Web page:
Jim Pickerell wrote an article on whether stopping images scraping would solve photographers’ problems. He recommended that photographers do a Google search for some of their best selling images. “If those images are never shown as part of the search returns” concludes Jim, “it may be a good indication that images in the Getty collection are being blocked in Google searches.” Jim was suggesting that Google would be blocking images in retaliation to Getty Images’ complaint … Here is John Balean’s answer to this.
The European Commission proposed new e-commerce rules. These rules exclude copyright industries. Will it stay this way?
It is very good that Getty Images, a private company and a very active CEPIC member in supporting our organization, presented a complaint to the EU because …
In a business world run by “Big Data”, having little or poor data indicates an endogenous problem and if a problem is generated from within an industry, it could forecast dangers ahead.
The photo industry has always been beset with life threatening challenges. From the beginnings of digitisation through to the wholesale use of social media, creators and their representatives have had to fight for a perch in a business all too easily overrun by those who simply want to make money from other peoples’ talent. Not to mention those who don’t care a jot about quality …..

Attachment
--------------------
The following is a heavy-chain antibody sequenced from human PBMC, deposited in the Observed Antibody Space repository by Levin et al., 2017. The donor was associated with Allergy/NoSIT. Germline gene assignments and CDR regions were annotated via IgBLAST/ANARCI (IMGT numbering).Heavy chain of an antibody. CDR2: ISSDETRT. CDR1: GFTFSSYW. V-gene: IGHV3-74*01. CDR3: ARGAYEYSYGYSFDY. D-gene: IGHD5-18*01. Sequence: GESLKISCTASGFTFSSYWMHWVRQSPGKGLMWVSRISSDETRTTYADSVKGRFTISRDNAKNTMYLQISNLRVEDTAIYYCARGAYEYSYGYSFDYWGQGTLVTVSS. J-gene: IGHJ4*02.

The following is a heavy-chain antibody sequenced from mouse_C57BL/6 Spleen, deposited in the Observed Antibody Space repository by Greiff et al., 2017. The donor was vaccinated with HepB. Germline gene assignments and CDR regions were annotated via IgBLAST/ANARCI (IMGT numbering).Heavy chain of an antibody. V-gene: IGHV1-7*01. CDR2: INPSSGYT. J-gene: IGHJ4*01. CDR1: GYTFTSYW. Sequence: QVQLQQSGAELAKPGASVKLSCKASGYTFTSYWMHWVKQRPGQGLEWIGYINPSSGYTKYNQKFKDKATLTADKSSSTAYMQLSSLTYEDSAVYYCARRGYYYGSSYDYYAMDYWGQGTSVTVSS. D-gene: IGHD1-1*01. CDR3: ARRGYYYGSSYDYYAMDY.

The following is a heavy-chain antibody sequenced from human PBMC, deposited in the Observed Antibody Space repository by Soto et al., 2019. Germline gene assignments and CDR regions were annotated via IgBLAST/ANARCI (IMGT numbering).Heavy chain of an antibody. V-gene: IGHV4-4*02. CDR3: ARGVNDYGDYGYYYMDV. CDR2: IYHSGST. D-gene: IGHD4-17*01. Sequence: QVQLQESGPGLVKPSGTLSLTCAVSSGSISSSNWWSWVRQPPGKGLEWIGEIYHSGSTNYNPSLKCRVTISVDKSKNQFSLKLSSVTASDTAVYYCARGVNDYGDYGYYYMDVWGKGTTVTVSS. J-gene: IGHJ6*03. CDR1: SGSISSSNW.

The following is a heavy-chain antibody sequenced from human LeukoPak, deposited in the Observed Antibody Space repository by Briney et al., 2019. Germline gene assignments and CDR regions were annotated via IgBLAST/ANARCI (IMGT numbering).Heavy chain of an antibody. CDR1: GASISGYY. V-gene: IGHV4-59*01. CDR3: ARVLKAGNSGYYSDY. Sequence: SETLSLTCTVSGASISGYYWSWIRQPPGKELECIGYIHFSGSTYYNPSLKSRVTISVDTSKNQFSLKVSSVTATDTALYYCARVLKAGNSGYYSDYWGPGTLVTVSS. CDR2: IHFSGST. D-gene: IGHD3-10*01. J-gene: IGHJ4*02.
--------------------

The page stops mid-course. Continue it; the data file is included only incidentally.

Trevillon announce the lucky winner of their Ipad-Mini competition.
The Court of Appeal has upheld the decision of the High Court that the Mail Online infringed the privacy of Paul Weller’s children by publishing unpixelated photographs of them out shopping.
30 years ago UK photographers were at a disadvantage compared to other creative suppliers such as illustrators or composers. Copyright in a photographer’s work automatically belonged to the client unless otherwise agreed.
Charles Swan’s new blog addresses the new trend of photographic competitions and important copyright issues that emerge with it.
Photo pirated? Wrong name or wrong person? Metadata striped? Copyright infringed? Personality rights infringed? No author, wrong credit, same pic used twice in advertising campaign? We collect famous and unfamous cases showing what happens when rights around picture use are not respected.